[The abridged URL for this post is http://tinyurl.com/DrPhilEpisode .]

[Editor’s note: In a SPNAC post last year, “Iraq Vet and Teen Say ‘Thank You’ to Lifeline via Avatars,” it was mentioned that “Dr. Phil shared a suicide prevention message through his avatar on the Lifeline Gallery.]

Other related SPNAC posts:

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  1. I’m not really sure if conversation about suicide is welcome in Australian media. Maybe when politics change things will start moving again. The word suicide seems to be thrown loosely around so much that it would be difficult to keep hiding this issue.
    Suicide Prevention in Your Life

  2. New Harrowing and Heartbreaking Memoir Proves Love’s Enduring Power

    Joanne Mazzotta bares her soul to readers as she overcomes pain, loss and grief

    ShareThis EmailPDFPrint
    .
    WEST WARWICK, R.I. (PRWEB) November 08, 2011

    “There’s no tragedy in life like the death of a child. Things never get back to the way they were.” Echoing these words by the former president Dwight D. Eisenhower, author Joanne Mazzotta writes Why Whisper?, a mother’s gripping account of her journey alongside grief after her 32-year-old son Danny took his own life.

    Why Whisper? faces the more arduous task of living with one’s self as suicide seizes more than one life, it takes some life from everyone around it. When her son took his own life, a portion of the author’s life also died with him. In this gripping account of one mother’s journey alongside grief, Mazzotta bares her soul and her skeletons to bring readers an honest and insightful look at addiction, loss, hope, suicide, and the enduring power of love. The author further explained:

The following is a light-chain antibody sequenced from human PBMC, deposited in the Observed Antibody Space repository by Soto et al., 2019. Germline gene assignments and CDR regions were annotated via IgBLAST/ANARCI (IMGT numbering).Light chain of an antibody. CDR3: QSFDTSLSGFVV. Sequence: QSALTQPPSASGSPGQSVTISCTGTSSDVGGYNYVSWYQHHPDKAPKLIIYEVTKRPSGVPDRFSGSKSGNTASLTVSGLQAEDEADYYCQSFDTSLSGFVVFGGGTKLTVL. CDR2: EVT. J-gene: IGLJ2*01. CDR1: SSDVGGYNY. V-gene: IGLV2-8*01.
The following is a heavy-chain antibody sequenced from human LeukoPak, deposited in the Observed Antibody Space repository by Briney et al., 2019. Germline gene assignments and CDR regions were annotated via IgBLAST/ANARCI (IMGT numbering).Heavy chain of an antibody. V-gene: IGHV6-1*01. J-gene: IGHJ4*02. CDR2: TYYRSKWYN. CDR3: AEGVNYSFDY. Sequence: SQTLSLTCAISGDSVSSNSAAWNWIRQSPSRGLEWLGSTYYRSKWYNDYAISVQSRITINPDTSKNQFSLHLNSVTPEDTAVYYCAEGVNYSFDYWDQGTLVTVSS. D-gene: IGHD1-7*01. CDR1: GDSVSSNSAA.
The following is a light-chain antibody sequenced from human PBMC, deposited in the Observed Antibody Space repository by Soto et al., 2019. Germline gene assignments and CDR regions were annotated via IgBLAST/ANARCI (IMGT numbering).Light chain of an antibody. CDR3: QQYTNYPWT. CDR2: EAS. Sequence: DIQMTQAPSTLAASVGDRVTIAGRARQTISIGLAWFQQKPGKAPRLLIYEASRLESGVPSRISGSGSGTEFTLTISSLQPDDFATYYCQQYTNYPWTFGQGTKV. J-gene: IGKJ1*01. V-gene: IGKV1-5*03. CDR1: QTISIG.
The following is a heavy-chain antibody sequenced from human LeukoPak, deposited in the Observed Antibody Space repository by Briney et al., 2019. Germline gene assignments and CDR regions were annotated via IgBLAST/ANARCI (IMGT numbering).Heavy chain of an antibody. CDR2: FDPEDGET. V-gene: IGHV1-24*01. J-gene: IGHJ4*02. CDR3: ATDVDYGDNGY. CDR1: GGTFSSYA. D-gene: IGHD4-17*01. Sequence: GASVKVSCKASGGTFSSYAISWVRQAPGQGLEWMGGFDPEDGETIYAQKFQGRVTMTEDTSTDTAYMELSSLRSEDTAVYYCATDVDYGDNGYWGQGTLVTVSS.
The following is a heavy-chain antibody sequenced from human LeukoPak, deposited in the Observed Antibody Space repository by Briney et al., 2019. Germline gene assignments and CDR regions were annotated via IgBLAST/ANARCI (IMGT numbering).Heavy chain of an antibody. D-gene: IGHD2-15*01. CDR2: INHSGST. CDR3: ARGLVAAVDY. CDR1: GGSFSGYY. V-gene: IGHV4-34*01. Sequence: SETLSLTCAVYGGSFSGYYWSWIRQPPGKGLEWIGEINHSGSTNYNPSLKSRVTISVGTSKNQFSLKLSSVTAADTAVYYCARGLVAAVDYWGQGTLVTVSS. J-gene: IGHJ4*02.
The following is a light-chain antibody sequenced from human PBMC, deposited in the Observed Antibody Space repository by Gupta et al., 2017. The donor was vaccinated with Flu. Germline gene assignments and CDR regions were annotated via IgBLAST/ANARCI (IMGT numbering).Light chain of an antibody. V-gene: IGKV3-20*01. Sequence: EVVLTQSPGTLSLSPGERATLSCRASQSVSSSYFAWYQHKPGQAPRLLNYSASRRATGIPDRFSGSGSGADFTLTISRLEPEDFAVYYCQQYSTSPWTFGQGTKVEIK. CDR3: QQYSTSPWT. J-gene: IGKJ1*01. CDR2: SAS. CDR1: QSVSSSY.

“This experience showed me that there is a significant amount of suicide survivors in the world with a dire need for simple human-to-human compassion and understanding. I was not alone. But, during my own ordeal, I found no book, person, or god that could rescue me from the black hole of this unfamiliar territory. I felt alone. I began to journal my anguish as a way to survive my loss. This journal became more than a collection of chronicles about the lives of my family members. It became a clear reflection of the way love could deliver me from a kind of hell I had never imagined. I gave my grief a voice because its silence was trying to kill me.”

    Why Whisper? has received a good number of positive reviews from readers who were lucky to read the book before it got published. Joanne Sinatra commented, “I didn’t know you that well when I read it on your website and I had to stop every so often and breathe. As I was reading it I was actually holding my breath or shallow breathing and that is how moving it was to read it. I can tell you I cried at times. If I had to use one word to describe it – it would be “raw”. It is painful and touching. It’s sad and also happy. It has made me appreciate my life all the more. It made me realize the mountains that I thought were in front of me, and that I climbed over, were mere hills compared to what others have endured.”

    This poignantly well-crafted work of Mazzotta, Why Whisper? reminds readers that healing arrives in the most unlikely times, and love, as proverbial as it may sound, still conquers all.

  3. I’m sorry, I disagree. Politics have nothing to do with the truth.